Even after years of retirement, I still plot the rhythms of the year by the start of school here in Ontario. The first week of September starts a new year, as it has since I was five and beginning kindergarten. New clothes, new shoes, new pencils and erasers, new teachers.
I left home for the first time, to attend university 500 km away, in this week in 1976. 44 years ago, I met the man who would become my husband in this week, and 41 years ago in early September, I married him.
For another 33 years, it was the start of the academic year, first studying, then teaching. Even when I was out of grad school and was doing research, no longer a teaching assistant, the university campus changed. Students arrived for the fall semester, and the summer quiet gave way to the buzz of autumn energy.
Eight years ago, I started the chemotherapy that saved my life in this week, too. The year after, when the calendar clicked over to September and neither I nor my husband went to work, it was the real start of retirement.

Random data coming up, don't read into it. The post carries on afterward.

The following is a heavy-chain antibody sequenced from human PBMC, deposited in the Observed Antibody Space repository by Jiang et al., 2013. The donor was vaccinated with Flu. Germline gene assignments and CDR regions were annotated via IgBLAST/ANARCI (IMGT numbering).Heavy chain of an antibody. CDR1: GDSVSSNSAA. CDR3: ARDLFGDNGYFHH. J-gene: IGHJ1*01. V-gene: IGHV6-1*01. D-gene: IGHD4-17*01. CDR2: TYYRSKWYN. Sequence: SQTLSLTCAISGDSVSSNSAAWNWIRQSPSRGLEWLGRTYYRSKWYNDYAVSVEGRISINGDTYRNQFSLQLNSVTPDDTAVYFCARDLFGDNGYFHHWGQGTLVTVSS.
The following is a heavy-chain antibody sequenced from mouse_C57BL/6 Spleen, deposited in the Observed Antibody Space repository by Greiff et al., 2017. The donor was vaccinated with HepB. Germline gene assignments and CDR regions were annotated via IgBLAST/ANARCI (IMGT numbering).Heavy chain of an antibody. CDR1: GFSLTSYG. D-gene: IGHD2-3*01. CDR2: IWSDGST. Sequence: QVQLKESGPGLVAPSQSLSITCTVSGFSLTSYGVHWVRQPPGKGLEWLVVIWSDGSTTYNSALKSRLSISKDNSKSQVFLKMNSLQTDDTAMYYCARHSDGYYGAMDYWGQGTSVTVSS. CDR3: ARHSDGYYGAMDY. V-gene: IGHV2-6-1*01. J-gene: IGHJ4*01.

In the past eight years, I’ve written six books, every one between September and a date 6 to 12 months later. I finished the latest (finished the story; there’s still a lot of work to do) in the last week of August; I began the book in early September a year before. September is still for beginnings: new notebooks, fresh pencils, new courses, new students, new patterns, new books.
It’s new patterns I’m looking for this year. The next book might wait until the calendar’s new year, January. Complicated by the restrictions of the pandemic, I’ve spent far too much time in the last two years at my desk, writing, blogging, doing marketing and promotion, in Zoom meetings, on social media. I need a breather, and I intend to take one.
Across the road in the university’s arboretum, and along the river trails, September brings fall warblers, migrating south. Kettles of turkey vultures will circle above; great egrets and sandhill cranes will move from marsh to marsh; blue jays will gather in flocks, calling raucously. The hedgerows are laden with berries, and the crabapples hang heavy on the trees this year. Thrushes and waxwings and blackbirds gather. September is a new start for many birds, too, the beginning of their long journey to wintering grounds.
I expect I’m wintering here in Ontario again this year, and when it’s cold and the snow is deep and the paths icy underfoot, I’ll be glad of the work to keep me engaged and the computer to keep me connected. But for the next couple of months, I’m putting life away from both first.
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